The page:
Papaver orientale (Oriental poppy) is a perennial flowering plant native to the Caucasus, northeastern Turkey, and northern Iran.
Oriental poppies throw up a mound of finely cut, hairy foliage in spring. After flowering the foliage dies away entirely, a property that allows their survival in the summer drought of Central Asia. Late-developing plants can be placed nearby to fill the developing gap. Fresh leaves appear with autumn rains.
Papaver orientale has a hardiness zone of 3-8 average. It usually thrives in light calcareous soil and in full sun or part shade. Seeds are sown after the potential of frost has passed, the average temperature is approximately 21 °C and when soil has thoroughly warmed. The seeds are sown at a depth of about one centimeter, or less as light may stimulate germination. Oriental Poppies do not handle transplanting or over-watering well. Germination period is 10–20 days. Mulch can be used to protect the plant over the winter and cutting off the stem will produce a second flower.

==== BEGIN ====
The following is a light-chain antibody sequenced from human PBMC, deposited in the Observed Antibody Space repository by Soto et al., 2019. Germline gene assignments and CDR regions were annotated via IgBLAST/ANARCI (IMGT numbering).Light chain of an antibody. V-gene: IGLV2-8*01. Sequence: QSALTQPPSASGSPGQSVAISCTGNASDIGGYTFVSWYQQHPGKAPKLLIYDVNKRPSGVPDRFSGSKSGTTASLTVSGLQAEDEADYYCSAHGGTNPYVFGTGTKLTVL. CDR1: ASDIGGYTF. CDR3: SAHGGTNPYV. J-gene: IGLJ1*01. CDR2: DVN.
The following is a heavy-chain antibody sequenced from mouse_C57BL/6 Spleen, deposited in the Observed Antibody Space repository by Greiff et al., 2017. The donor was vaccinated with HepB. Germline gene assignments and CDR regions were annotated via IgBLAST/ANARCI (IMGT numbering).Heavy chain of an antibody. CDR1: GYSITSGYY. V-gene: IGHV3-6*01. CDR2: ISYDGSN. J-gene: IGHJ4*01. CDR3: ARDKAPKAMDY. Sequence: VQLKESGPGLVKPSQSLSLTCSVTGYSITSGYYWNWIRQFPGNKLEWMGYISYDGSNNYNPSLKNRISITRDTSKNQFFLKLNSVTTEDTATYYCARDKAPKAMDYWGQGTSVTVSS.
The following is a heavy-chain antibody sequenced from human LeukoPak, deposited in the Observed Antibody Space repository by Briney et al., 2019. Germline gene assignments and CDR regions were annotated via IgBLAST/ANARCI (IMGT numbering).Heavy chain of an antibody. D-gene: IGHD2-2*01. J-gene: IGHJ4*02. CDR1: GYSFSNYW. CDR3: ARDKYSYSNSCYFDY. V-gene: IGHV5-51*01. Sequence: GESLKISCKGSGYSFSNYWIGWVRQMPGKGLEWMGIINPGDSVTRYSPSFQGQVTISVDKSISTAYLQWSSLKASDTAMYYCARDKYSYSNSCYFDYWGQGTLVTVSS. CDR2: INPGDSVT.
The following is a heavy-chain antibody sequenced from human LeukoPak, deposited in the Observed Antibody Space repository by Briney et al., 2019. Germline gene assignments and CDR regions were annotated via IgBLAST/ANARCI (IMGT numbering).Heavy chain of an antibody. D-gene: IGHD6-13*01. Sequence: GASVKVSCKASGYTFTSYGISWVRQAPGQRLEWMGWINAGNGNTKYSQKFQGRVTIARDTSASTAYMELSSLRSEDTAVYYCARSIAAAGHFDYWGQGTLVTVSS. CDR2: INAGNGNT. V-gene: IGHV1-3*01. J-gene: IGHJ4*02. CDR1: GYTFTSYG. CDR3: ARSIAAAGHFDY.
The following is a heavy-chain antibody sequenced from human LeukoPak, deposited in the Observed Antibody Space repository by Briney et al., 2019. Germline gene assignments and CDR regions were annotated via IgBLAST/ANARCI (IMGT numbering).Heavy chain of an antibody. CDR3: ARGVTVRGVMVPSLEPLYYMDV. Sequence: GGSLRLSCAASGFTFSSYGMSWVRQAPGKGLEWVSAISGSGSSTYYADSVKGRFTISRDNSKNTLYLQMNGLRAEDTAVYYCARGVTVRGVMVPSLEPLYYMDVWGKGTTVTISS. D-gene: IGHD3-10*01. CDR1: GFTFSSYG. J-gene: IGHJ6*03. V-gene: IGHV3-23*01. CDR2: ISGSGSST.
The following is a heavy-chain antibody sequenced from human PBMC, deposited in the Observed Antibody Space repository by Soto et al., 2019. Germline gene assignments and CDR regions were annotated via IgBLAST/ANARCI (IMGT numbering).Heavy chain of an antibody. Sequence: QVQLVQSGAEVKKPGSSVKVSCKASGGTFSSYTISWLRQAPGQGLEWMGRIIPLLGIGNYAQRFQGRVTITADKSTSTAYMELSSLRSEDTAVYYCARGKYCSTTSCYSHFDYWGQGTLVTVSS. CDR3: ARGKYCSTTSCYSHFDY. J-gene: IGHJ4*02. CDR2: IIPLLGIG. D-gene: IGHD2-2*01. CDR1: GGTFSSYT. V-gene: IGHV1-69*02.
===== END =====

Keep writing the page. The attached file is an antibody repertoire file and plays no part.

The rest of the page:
Photos: Laurie Rennie